"The Moon was rising in Aquarius when this fight got under way," he begins. "Showing an intense public catharsis as well, the Moon here signified the champion Louis [born with Cancer ascending, incidentally]. The immediately oncoming aspect was a Lunar trine with fifth-house Uranus which also ruled the ascendant. The 'return match' was aptly described by conjoining Mercury and Venus, both retrograde in the fifth house. Because Leo was setting, Walcott was signified by the Sun, also in the fifth and heavily afflicted by Saturn and Neptune. Saturn and Pluto in Leo suitably described the disgruntled Walcott, who claimed that the public, or masses, recognized him as the true titleholder, dubbing himself for publicity purposes as 'the People's Champ.' Walcott's 'game' is shown by the Sagittarian 11th house, occupied by retrograde Jupiter which was being squared by Mars. Every testimony in the chart spoke favorably for Louis. The fight ended suddenly (Moon trine Uranus, Uranus ruling ascendant and in fifth) in the 11th round by a knockout of Walcott. The 11th house in this chart brought the fight to a climax under the pivot of Mars-square-Jupiter in Louis' series, while the 11th sector around the wheel from the 7th in Walcott's series carried the fight to a rapid finish under the four fifth-house planets, which included Walcott's afflicted significator." End of report.
And all these years Walcott thought it was Louis who knocked him out.
Of course, not everyone would take the time to figure out a horary chart or get emotionally involved enough to make one work. There are even some people around who don't care about prizefights, never go to football games, could not care less if the Mets sink or swim and wouldn't recognize a horse unless it had four doors. Some fellows just like to go out and swing a golf club, enter competitions here and there, invest their winnings in a corporation or two. No sweat. Not much, anyway, especially if they happen to be born Sept. 10, 1929 at 5 a.m. in Latrobe, Pa.
An astrologer who looked at Arnold Palmer's natal horoscope rolled her eyes, clasped her hands and said, "Look at all those planets in Mr. Palmer's money house. No wonder money is tight everywhere else." Astroflash was more restrained. "With prudence you will never go wanting."
For those with only an old chipped fragment of a star or two in their money house, it will be comforting to know that Virgo Palmer would be a bust at the racetrack and a pigeon at the poker table.
"Virgo people," writes Linda Lung in the August 1969 issue of Astrology magazine, "do not like to gamble for money." In speculation they, along with Taurus and Capricorn types, "far exceed the other signs, but in gambling for money they are inclined to be sensitive, touchy and critical. On the whole, they are by far the poorest losers of all the signs." Arnie should care.
"It is best not to gamble at all until you hit a day when Venus is transiting over radical Jupiter with the Moon on an auspicious point in your birth chart," chimes in Mr. Bradley, who toys around with the races when nothing is happening in the ring.
Gardening and fishing are less chancy, and you can eat the returns. This is all spelled out in an annual publication called The Moon Sign Book, or in a shorter version called the Star Book Astrological Calendar, which allows you to take a quick daily peek to see if it's time to plant the tubers or if the trout will rise (fish have horoscopes?). Obviously, if an Aries (fire sign) fisherman gets out in the stream with a Pisces (water sign) trout, whammo! It's that old story of fire and water every time.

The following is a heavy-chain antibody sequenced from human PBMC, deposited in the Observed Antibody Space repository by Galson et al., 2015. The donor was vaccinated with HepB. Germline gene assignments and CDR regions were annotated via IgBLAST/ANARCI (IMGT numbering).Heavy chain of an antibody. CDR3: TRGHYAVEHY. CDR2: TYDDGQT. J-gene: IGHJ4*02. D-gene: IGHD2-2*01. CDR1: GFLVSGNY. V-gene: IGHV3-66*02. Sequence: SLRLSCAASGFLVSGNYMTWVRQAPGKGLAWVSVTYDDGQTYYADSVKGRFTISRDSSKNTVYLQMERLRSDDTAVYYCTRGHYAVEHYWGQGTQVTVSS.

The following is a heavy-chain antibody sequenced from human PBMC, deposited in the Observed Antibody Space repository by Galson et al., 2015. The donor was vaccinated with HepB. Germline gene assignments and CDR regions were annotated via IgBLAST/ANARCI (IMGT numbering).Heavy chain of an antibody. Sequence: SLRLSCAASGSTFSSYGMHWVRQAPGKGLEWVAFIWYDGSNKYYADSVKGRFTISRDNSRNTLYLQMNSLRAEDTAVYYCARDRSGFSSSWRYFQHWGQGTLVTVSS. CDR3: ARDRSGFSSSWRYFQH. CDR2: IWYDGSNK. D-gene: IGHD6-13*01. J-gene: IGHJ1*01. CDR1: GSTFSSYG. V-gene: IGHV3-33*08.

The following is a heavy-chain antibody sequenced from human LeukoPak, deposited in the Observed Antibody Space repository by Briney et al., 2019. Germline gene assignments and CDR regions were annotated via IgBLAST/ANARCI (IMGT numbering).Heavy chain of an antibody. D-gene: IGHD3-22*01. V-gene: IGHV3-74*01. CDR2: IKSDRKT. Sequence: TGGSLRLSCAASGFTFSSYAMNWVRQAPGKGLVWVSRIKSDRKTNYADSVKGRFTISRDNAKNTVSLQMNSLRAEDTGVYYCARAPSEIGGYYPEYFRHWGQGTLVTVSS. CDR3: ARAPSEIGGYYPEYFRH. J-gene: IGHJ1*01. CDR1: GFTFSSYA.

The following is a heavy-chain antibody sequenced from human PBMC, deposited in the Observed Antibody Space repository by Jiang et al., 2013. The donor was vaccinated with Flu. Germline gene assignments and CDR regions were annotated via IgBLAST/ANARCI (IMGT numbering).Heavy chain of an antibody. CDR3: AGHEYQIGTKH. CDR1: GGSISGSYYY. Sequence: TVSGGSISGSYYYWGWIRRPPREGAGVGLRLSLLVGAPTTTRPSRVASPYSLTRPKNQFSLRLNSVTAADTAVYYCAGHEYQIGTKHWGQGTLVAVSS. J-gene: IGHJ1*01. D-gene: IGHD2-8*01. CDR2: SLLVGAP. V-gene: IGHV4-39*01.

The Moon Sign people take all the guesswork out of what is going to happen to your tomatoes, provided you plant them with the help of lunar guidance. "Now, unlike common almanacs that are used as planting guides"—astrologers outdo politicians in trying to sabotage other astrologers—"we consider both the Moon's phase and the Moon's sign in making our calculations for the proper timing of our work within nature's rhythm," writes the author of an article on lunar agriculture. The rest is easy, if there's still time for gardening after the astrological facts have been assembled. All you have to do is remember to plant when the moon is in the first-quarter phase and in the sign of Cancer for fruitfulness. Each sign has its own characteristics, and once you sort out what phase the moon is in and which sign is transiting over your garden "you can combine the fruit-fulness of Cancer, the good root growth of Pisces, and the sturdiness and good vine growth of Scorpio." There is a Moon Sign Garden Contest every year to make things competitive, with the Moon Sign people eagerly awaiting photographs of your prize vegetables with enough details of what went on in which phase of the moon and sign of the zodiac to prove that you did your lunar homework. The winner in 1969 was an elderly gentleman from Santa Cruz, Calif. He is pictured squinting into the sun, clutching carrots that look like battering rams.
For those too lazy to work out their own charts, a day-by-day planting guide is provided. Instructions are succinct and precise: "Full moon in Leo—Feb. 2, 4:46 a.m.: gather mushrooms." On the other hand, you may just prefer to go to the supermarket. That way you can avoid a kitchen filled with mushrooms the size of umbrellas and won't get involved with what the Moon Sign book refers to as "related activities," which includes advice on cultivation, fertilizing, harvesting, irrigation and getting rid of weeds and pests. Nor do you have to ponder the wisdom of waiting until the moon is 24 hours past the time of full and in Sagittarius, Capricorn, Aquarius or Pisces before you have the cat spayed, for if the moon is in Virgo, Libra or Scorpio "the animal will not thrive and may die." In the meantime, the cat is out on the back fence, and eventually you'll have a whole litter waiting around for the moon to move into the proper sign.